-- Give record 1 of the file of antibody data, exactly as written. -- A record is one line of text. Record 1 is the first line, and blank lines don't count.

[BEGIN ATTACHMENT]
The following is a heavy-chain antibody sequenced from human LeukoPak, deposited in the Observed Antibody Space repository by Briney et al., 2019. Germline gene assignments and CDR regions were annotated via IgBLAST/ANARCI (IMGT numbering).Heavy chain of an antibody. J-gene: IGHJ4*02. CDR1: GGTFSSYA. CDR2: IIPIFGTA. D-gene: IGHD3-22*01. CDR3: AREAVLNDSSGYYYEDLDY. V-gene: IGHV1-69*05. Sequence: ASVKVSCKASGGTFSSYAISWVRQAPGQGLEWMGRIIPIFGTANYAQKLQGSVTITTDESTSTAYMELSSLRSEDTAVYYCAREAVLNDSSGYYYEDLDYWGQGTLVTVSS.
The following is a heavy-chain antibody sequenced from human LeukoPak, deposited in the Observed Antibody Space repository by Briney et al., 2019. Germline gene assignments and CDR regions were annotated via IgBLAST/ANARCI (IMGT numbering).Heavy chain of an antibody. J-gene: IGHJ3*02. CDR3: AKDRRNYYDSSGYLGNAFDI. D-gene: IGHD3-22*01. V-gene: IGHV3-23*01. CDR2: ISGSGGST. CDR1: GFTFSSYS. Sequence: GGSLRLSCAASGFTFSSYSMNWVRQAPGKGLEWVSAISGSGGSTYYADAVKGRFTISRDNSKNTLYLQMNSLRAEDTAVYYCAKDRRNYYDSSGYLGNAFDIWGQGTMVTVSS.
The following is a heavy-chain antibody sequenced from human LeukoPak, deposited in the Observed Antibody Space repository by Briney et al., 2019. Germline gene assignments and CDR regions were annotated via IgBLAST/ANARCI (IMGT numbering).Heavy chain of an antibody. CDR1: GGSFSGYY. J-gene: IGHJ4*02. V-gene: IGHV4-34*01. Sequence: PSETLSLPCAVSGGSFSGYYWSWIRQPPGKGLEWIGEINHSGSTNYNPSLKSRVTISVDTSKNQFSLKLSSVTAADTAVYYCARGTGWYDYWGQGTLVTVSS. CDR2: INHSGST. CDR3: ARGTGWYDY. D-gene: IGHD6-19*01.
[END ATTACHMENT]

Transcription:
The following is a heavy-chain antibody sequenced from human LeukoPak, deposited in the Observed Antibody Space repository by Briney et al., 2019. Germline gene assignments and CDR regions were annotated via IgBLAST/ANARCI (IMGT numbering).Heavy chain of an antibody. J-gene: IGHJ4*02. CDR1: GGTFSSYA. CDR2: IIPIFGTA. D-gene: IGHD3-22*01. CDR3: AREAVLNDSSGYYYEDLDY. V-gene: IGHV1-69*05. Sequence: ASVKVSCKASGGTFSSYAISWVRQAPGQGLEWMGRIIPIFGTANYAQKLQGSVTITTDESTSTAYMELSSLRSEDTAVYYCAREAVLNDSSGYYYEDLDYWGQGTLVTVSS.